Greenbelt, Maryland – NASA continues work to resolve an issue that has suspended scientific operations on the Hubble Space Telescope. Scientific instruments entered a safe mode configuration on October 25, 2021 after detecting a loss of specific data sync messages.
The Hubble team is focused on isolating the problem on the hardware that controls the instruments and is part of the Science Instrument Command and Data Handling Unit. Specifically, the team analyzes the circuitry of the control unit, which generates synchronization messages and transmits them to the instruments.
When analyzing the control unit, the team strives to identify potential workarounds to the problem. These include possible modifications to the instrument flight software that could check for these lost messages and compensate for them without putting the instruments into safe mode. These workarounds would first be verified using ground simulators to ensure that they function as intended.
Over the weekend of October 30, the team prepared to activate parts of the Near Infrared Camera and Multi-Object Spectrometer (NICMOS) to collect data on this issue, allowing the team to determine how often this problem occurs.
Installed in 1997, NICMOS has been inactive since 2010, when the Wide Field Camera 3 became operational. NICMOS allowed the team to use an instrument to collect information about these lost messages while keeping the active instruments powered off as a safety measure. Since NICMOS was recovered on November 1, no additional sync messages have been lost.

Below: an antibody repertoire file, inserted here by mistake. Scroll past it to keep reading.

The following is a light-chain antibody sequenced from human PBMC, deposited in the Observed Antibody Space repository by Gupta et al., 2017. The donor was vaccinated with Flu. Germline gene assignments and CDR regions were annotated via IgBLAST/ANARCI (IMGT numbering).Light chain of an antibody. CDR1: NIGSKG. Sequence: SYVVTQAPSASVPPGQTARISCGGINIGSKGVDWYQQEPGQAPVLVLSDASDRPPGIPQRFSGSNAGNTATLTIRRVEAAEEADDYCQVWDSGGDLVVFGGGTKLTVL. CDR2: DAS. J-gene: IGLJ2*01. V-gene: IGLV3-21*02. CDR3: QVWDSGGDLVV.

The team is now taking steps to recover Hubble’s Advanced Camera for Surveys (ACS) instrument from Safe Mode and start collecting scientific data with this instrument early next week. The team will make the decision on Sunday after analyzing the latest data. If a lost message is seen before this date, the decision to activate ACS will also be reconsidered. The team proceeds with caution to ensure the safety of the instruments and to avoid additional strain on the equipment.
Therefore, only ACS will be used in this capacity next week. The ACS was selected as the first instrument to be recovered because it faces the least complications in the event of message loss.
Over the next week, the team will continue to analyze control unit design diagrams and data associated with lost messages to determine what may have caused this issue. They will also look at potential changes to the instrument’s software that could help remedy this.
Once the team better understands the frequency of the problem and has determined how long it will take to implement any software changes, they will discuss a plan to return the other instruments to science operations.